Monday, December 15, 2008

Wall Street Breakfast: Must-Know News

Wall Street Breakfast: Must-Know News

by SA Editor Rachael Granby


  • The Mad Hatter and his tea party of losses. The true extent of Madoff's $50B Ponzi scheme grew clearer over the weekend as banks, charities and a slew of individual investors began to reveal their expected losses from the scam's fallout. Among those with heavy exposure are Banco Santander (STD) ($3.1B), HSBC (HBC) (around $1B), Royal Bank of Scotland (RBS) ($601M), Nomura Holdings (NMR) ($302M) and BNP Paribas (BNPQY.PK) (up to $472M). The far-reaching scope of Madoff's scheme raises questions about prior investigations by the SEC and whether the agency should have caught on to the scam years ago. Madoff's accounting firm is now under investigation by a New York State prosecutor, though investors facing losses can justifiably say too little, too late. Yet to be determined is how much money, if any, duped investors will get back, and whether investors who pulled out their funds in recent years will have to return some of their profits.
  • Auto bailout stalls again. Automakers breathed a sigh of relief last week when President Bush promised to prevent a 'precipitous collapse' of the industry, but perhaps automakers should have continued to hold their breaths awhile longer. White House officials say an announcement on an auto rescue is not imminent and that there is no timetable for a decision. In the meantime, the White House must make several key decisions about what terms to attach to the bailout and how to raise the necessary funds which could be as much as $10B-$40B or more.
  • Tenants find a friend in Fannie. Fannie Mae is finalizing a national policy that will protect tenants from eviction even if their landlords go into foreclosure. The landmark policy, effectively transforming Fannie into a national landlord, goes into effect January 9 and extends indefinitely an earlier decision to suspend tenant evictions during the holiday season. Freddie Mac has not yet announced similar measures, though a spokesperson says they are 'currently evaluating additional actions.'
  • Unemployment funds go broke. Mounting joblessness is causing widespread pressure on state unemployment funds, forcing some states to turn to the federal government for loans or to raise corporate taxes to make payments. Funds in Indiana and Michigan have already dried up and both states are borrowing from the federal government. Thirty other states could see the funds that pay unemployment benefits become insolvent over the next few months. States are advised to keep at least one year of peak-level benefits in their trusts, but many have not, and last week jobless benefits rose to 573,000, the highest reading since November 1982.
  • Apollo is called off the hunt. Chemicals maker Huntsman (HUN) terminated its $6.5B agreement to be bought by Apollo Management's Hexion Specialty Chemicals. Apollo had tried to back out in June, saying the deal, which was struck just as the credit crisis began in 2007, was funded 100% by debt and would leave the companies insolvent. However, a judge ruled in September that the transaction should move forward. Huntsman's decision to terminate the agreement instead of proceeding with litigation comes down to economic conditions and the weakening chemical sector. As part of the termination agreement, Apollo will pay Huntsman $425M in cash, buy $250M of convertible notes and Hexion will provide a $325M breakup fee.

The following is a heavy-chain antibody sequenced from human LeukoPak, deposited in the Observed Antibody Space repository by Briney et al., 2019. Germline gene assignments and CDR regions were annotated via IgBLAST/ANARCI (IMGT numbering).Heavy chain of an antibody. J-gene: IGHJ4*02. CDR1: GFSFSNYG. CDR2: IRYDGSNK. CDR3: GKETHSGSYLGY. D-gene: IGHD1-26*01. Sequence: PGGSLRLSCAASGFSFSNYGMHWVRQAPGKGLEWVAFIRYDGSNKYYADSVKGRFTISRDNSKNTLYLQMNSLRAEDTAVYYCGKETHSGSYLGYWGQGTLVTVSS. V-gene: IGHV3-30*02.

• GMAC still pushing for bank status. Still set on becoming a bank-holding company, GMAC (GKM) is racing to raise $2B in fresh capital to qualify for Federal Reserve backstopping of the company's finances. Existing shareholders have already ponied up $750M, but are unlikely to help with the remaining $1.25B. Late Friday, lenders agreed to amended terms of a $38B restructuring of debt obligations, allowing GMAC to focus on talking with potential investors, including private-equity firms.
  • Siemens settles. Siemens (SI) is expected to settle a long-standing bribery inquiry with U.S. authorities by paying a record $800M fine and admitting to inadequate internal controls and doctoring its books. The company won't formally plead guilty of bribery charges. Following the settlement, Siemens could face a separate fine of several hundred million dollars from German authorities. The company allegedly spent up to $1B bribing government officials around the world to win infrastructure contracts in recent years. Shares +3.1% in Frankfurt, on relief the settlement wasn't any larger.
  • Chinese liquidity. China will boost the amount of money circulating in its economy by 17% next year in a new effort to spur consumer spending and shield the country from a global downturn. As of the end of November, China's money supply had grown at its weakest pace in more than three years.

Today's Markets

  • Asia markets closed up. Nikkei +5.2% to 8,665. Hang Seng +2.0% to 15,045. Shanghai +0.5% to 1,964. BSE +1.5% to 9,832.
  • In Europe at midday, London +0.8%. Paris +0.6%. Frankfurt +1.7%.
  • U.S. futures: Dow -0.1%. S&P -0.2%. Nasdaq +0.25%. Crude +5.0% to $48.60. Gold +0.9% to $828.

Monday's Economic Calendar

Seeking Alpha editor Eli Hoffmann contributed to this post.


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